My dad and I hit the Llano River outside of Mason this weekend. We arrived too late on Friday to do any real fishing, but I did manage to pull in a few rock bass and bluegill on the tenkara rod before darkness sent us back to the cabin for dinner and rest.
We hit the water bright and early the next morning, first with poppers and clouser minnows on lightweight fly tackle for maybe an hour. We started fishing at the wrong end of the river and weren't able to entice anything to take the bait. We returned, as our host had prepared breakfast, and found the weather far too windy to continue lightweight fly casting. We opted instead to switch to lightweight spincasting rigs and small panfish beetle jibs and Rooster Tails.
I drew first blood with a medium-sized bass (maybe a pound) on a grub jig with a spinner attachment.
I waded out on some rocks in the middle of the river, and cast out over some other rocks. He hit just on the far side of a tangle of coontails, and then promptly dove into the weeds. It took quite some time to yank him through them, but I did, snapped a picture, and sent him on his bass-y way.
At this point, my dad had waded down 200 yards in the opposite direction and reported a good strike. Unfortunately, I had the only camera and we didn't get a picture. But, no sooner had I gotten there and cast out than I immediately had a larger fish on -- likely around two pounds this time.
From that point on, the fishing was on
. We pulled them in so fast and relentlessly that we didn't even pause to take pictures. Most of them were species of bass (smallies, largemouths, Guadalupe), but my dad did manage to hook up on a number of redbreast sunfish. I remained sunfishless, however, though I kept hoping to scare up a Rio Grande cichlid or two. I had to content myself with bass.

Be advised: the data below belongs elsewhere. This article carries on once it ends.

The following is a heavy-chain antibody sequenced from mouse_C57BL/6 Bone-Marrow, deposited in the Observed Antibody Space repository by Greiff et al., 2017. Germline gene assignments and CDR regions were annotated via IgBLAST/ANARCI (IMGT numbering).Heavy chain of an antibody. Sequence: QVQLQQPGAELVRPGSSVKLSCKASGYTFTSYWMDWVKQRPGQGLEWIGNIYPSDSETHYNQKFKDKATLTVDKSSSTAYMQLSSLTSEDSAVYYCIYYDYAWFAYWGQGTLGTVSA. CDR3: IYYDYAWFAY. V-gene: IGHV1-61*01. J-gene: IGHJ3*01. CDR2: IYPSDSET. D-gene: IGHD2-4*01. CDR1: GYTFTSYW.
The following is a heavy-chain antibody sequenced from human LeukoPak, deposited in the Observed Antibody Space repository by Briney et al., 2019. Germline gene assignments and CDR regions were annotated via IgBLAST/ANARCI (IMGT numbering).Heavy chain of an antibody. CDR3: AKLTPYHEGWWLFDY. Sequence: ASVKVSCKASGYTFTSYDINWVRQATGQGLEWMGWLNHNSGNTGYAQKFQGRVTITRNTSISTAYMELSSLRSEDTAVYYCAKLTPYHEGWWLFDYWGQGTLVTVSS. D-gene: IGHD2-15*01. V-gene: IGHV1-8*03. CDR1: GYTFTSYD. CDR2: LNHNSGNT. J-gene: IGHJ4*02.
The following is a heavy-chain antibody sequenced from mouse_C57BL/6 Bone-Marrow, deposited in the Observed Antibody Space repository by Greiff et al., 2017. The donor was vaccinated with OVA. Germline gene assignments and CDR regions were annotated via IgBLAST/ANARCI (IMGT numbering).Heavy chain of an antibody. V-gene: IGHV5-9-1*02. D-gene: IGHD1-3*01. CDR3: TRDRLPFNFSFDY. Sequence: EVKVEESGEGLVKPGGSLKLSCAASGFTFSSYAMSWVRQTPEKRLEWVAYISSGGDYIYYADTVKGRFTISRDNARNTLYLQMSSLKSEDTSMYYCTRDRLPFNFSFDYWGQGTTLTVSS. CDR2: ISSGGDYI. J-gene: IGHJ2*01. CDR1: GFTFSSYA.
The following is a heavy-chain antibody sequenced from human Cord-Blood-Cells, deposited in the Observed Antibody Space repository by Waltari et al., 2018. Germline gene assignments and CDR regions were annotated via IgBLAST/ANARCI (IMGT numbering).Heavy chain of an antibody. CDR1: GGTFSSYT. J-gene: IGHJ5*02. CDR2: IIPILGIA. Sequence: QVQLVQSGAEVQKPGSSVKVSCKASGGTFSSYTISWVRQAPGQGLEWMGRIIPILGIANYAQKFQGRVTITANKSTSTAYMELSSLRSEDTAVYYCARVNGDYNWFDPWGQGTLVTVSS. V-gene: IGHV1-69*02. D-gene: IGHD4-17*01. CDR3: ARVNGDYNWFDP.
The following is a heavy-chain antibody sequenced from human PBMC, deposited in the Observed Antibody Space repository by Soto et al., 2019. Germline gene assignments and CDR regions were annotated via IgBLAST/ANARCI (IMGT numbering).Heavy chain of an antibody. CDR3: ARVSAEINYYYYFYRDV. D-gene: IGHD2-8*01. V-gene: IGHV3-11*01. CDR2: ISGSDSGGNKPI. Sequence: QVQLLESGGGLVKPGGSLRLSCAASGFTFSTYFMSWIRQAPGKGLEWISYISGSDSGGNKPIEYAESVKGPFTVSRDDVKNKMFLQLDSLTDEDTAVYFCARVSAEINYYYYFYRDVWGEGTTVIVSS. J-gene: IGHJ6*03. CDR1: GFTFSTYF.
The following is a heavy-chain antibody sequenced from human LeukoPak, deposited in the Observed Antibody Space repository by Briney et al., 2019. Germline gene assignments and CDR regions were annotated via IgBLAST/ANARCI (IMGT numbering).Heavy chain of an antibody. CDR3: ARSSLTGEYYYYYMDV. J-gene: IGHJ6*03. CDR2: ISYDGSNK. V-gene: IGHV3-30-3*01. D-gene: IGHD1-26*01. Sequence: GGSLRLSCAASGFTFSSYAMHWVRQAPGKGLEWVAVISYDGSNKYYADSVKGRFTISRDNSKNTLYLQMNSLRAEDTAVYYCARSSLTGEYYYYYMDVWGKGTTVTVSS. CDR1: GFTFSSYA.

In the early afternoon, the fishing slowed as it usually does, and we hopped in the car to drive down to Castell. Thanks to a goat cookoff, there were quite a few people in the river, and despite wading down some distance past the little waterfall, we weren't able to find any luck. After an hour of trying, we hopped back into the car, went back to Mason, stocked up on Cooper's, and hit the river again for the afternoon and evening run.
Working our way back to our previous good holes, we caught many more bass of significant, and insignificant, size. Rooster Tails still ruled the day, but thanks to the weedy bottom and hangups, we were down to only one. I was using a white spinnerbait when I spied one of our lost lures caught around a tree branch. Wading out, I was able to retrieve it, and thus began some of the best fishing of the day, including this hog my dad was able to pull in from beneath some overhanging tree branches.
This was easily the biggest fish we landed.
I say landed, because I managed to lose a contender just as I was going to net him. It was still an excellent fight, but he flopped on top of the water and threw the hook within arm's reach of where I was wading. Nevertheless, we kept pulling good bass out of this particular pool until, with the sun fading and wingshooters encroaching on our territory (seriously; if you hear anglers shout "we're down here," quit shooting in their direction!).
On our way back in, we fished one particular pool that looked like it ought to hold fish, and had even had some bass rising on a hatch earlier in the day (but who had resisted my tenkara flies, possibly due to the difficulty of making a proper presentation in the wind). We had no luck again, except for that long-nosed gar that took my Rooster Tail. Immediately, I knew I was hooked up on a monster fish. The rod doubled, and I feared it would break. The gar breached the water maybe six or seven feet in front of my dad, treating us to a majestic spray and his dinosaur-like visage, before plunging back into the water and diving straight for some weeds. My drag screamed, and my line snapped with an audible twang, and the gar was gone.
I considered this the word of the river gods that our day of playing with their children was done, and we packed up our rods, packed up the truck, and began the drive home. Estimated fish count was 60+, but the awards for biggest fish of the day and widest variety of fish went straight to my dad.
Considering a trip to the Llano River, but feeling like maybe low flows and dry conditions will hamper your fishing? Nah. But the name of the game is access. Be prepared to wade in sometimes difficult conditions (chest high water, muddy bottoms, lots of hydrilla and coontail) and carry your wading staff. Floating the river on a kayak seems better suited, but I'm still trying to justify the purchase of a Hobie to my wife.